I am all of a glow as C & S, sister bloggers, claim they will write to me if I become a political prisoner.[see below] Very nice, but more importantly girls write to God or Gordon or somebody to get me out, failing that send the library van!
The Russians were amazing, and Matisse' Dancers were boggling. So bright, the dancers are almost fluorescent orange. The painting is as big as my dining room wall, any one of my walls. It is gorgeous, I wish I was a talented octopus so I could stitch, paint and write all at once.
The whole show was exciting to me and S as it had so many different ?styles of painting, loads of energy pulsating off the walls, which are themselves pulsating as they are painted either fuchsia pink or lapis lazuli blue. the paintings leap at you.
We rotated in a daze and came to rest in front of the Matisse at intervals.The huge shambling Picasso woman was beckoning from the periphery, but Matisse won.
Then we went into the Cranach exhibition across the hall, as I love his weird high breasted nudes, unlike old Matisse they are small and exquisite, and a little subtle naughtiness in their eyes, tho as a pal of Martin Luther I don't know if Cranach realised that. Probably. maybe he didn't mean it kindly as women were usually the route of all evil it seemed. S was entranced with the skill of the painting, tiny miracles.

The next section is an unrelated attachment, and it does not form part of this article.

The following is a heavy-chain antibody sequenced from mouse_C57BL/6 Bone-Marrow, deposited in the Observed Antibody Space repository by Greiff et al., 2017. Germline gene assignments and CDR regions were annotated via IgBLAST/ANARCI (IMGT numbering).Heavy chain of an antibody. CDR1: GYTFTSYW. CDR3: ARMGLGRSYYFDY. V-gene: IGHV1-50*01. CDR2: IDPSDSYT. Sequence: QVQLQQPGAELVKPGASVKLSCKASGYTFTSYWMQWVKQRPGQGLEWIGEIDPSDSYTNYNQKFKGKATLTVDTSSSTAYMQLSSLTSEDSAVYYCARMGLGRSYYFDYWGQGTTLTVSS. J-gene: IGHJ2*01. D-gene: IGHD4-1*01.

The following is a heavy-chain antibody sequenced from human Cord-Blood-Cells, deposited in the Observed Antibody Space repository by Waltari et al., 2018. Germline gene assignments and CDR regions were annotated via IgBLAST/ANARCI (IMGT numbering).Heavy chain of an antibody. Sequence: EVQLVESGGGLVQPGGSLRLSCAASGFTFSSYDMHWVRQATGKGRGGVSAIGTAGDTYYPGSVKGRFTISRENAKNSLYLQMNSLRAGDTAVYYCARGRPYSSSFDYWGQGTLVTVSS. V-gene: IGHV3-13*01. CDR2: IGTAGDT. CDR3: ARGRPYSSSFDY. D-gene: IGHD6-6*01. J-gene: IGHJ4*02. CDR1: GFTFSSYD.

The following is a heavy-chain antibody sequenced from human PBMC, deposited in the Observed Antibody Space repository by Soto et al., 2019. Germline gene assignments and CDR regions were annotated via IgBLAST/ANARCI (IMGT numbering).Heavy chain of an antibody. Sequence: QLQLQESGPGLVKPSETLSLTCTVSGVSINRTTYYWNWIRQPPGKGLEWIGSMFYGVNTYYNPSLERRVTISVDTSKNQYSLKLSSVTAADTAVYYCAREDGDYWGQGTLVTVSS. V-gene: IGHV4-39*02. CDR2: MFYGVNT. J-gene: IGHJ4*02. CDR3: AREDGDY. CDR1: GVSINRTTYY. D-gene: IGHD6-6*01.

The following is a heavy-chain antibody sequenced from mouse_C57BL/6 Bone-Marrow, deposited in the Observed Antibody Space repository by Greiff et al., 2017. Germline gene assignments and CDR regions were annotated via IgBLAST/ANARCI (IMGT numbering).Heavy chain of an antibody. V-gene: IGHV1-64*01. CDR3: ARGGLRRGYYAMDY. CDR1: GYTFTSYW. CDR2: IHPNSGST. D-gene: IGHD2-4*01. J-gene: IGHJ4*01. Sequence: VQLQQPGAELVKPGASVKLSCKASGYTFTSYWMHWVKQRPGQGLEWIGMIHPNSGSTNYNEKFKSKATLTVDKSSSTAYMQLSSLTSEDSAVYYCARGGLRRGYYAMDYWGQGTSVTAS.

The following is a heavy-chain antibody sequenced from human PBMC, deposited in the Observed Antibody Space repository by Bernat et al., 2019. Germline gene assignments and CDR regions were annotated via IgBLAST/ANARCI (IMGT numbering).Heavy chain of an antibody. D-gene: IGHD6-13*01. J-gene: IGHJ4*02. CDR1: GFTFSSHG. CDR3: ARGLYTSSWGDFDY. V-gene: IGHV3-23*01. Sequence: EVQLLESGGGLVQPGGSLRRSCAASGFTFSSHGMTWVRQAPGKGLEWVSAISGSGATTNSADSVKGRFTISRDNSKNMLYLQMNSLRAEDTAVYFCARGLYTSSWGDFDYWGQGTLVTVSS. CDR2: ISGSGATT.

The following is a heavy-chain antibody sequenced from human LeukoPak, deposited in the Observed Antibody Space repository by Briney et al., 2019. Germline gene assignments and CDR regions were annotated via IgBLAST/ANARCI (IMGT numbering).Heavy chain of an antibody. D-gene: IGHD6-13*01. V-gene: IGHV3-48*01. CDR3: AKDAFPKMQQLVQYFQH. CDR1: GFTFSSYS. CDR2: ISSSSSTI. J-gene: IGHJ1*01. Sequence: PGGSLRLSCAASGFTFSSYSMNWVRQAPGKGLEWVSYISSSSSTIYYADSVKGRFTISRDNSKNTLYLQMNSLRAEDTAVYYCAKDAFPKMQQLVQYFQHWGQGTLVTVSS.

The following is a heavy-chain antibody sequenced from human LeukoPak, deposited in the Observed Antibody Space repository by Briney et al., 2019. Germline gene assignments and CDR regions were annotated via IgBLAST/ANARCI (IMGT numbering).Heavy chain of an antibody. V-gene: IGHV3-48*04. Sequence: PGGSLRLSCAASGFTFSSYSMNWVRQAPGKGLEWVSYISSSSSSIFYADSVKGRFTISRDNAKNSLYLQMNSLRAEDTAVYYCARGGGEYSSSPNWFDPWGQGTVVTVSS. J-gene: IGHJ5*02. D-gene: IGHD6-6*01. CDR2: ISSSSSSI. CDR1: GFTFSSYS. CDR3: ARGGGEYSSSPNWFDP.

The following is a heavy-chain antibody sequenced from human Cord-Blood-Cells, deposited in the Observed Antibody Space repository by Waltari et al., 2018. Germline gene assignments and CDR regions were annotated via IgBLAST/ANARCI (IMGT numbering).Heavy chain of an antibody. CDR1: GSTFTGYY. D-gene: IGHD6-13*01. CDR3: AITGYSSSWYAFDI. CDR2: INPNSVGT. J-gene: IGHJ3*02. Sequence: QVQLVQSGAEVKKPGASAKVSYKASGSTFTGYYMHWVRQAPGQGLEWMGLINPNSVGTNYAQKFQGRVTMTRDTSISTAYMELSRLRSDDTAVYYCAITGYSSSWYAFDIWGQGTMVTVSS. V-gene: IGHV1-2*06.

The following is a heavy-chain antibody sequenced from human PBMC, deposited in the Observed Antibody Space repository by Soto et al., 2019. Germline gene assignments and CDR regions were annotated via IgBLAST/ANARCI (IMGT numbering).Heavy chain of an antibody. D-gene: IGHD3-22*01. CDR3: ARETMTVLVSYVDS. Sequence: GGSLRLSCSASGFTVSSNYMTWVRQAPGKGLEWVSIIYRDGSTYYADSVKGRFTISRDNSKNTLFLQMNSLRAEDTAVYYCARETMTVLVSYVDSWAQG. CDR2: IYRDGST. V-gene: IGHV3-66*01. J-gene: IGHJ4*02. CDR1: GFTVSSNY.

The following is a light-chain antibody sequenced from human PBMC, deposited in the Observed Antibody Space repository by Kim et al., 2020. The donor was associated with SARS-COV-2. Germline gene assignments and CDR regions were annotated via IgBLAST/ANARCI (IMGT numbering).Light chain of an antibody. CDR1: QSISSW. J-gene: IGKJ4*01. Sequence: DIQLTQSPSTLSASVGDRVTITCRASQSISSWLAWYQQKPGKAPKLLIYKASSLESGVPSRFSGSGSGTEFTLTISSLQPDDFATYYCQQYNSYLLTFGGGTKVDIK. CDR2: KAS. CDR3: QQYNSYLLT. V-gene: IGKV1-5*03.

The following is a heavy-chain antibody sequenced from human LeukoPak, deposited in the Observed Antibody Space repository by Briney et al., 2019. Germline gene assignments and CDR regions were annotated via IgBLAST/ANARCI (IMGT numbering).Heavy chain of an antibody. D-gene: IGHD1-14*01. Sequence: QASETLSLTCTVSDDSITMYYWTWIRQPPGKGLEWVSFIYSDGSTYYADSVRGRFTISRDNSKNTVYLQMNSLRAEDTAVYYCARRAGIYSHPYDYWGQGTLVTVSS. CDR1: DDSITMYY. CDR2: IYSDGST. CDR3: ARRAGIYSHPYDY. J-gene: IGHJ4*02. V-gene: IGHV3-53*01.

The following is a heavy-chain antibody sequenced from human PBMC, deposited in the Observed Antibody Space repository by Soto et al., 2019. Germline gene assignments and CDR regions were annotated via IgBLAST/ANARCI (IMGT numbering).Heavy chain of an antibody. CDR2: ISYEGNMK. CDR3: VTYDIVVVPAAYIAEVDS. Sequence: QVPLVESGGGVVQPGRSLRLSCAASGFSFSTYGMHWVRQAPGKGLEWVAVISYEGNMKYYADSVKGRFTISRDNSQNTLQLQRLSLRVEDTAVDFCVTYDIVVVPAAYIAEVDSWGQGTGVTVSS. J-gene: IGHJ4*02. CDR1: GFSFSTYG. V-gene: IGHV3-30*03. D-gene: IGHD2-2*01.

An Art Gallery is a strange place. Given i do produce the odd piece which sells, I imagine it fondly under anothers happy gaze, perhaps gently lit from above on their dining room wall. Perhaps not.
But in a gallery all the work is piled on the walls like a supermarket, each clammering for attention, or lost behind something more noticeable. We march thru - attention caught or not. All that work and commitment and probably not looked at for more than 5seconds, before attention wanders on to thoughts of a cup of tea. Bit like blogging really. That's OK, the process is the thing.
I sometimes took kids to Galleries when I was a teacher [I won't claim I was "teaching" ]and usually we just marched cheerfully thru and then raced for the ice cream van. I hoped that at least they got the idea that such huge building existed [often the largest place they had ever been, except maybe Court?] and might want to go back when they matured.
One good effect of putting stuff in a Gallery is that then we know someone regards it as art. So much conceptual art might be thrown in a skip as rubbish if it was placed outside. Often in Tate Modern I will doubtfully regard a bench or a light switch, not sure if it is functional or valuable.
We did, amazingly, totter on the Tate M [such resilience in ones so old] and viewed the new Cornelia Parker [She of the exploded shed and squashed brass band, both of which I admire]. For Easter, or not, she has done Thirty Pieces of Silver.
Collected loads of old silver tea services and other silver bric a brac and steam rollered it into approximate flatness [some rebelled and maintained a profile] then had each individual piece suspended from the high ceiling on fishing line, into 30 circles , just inches above the floor. You really have to be there.
It was impressive as a construction, Big. Clever-ish, thoughts of squashed aristocracy, middle class parlours, also attractive - but not a patch on Matisse' Dancers ll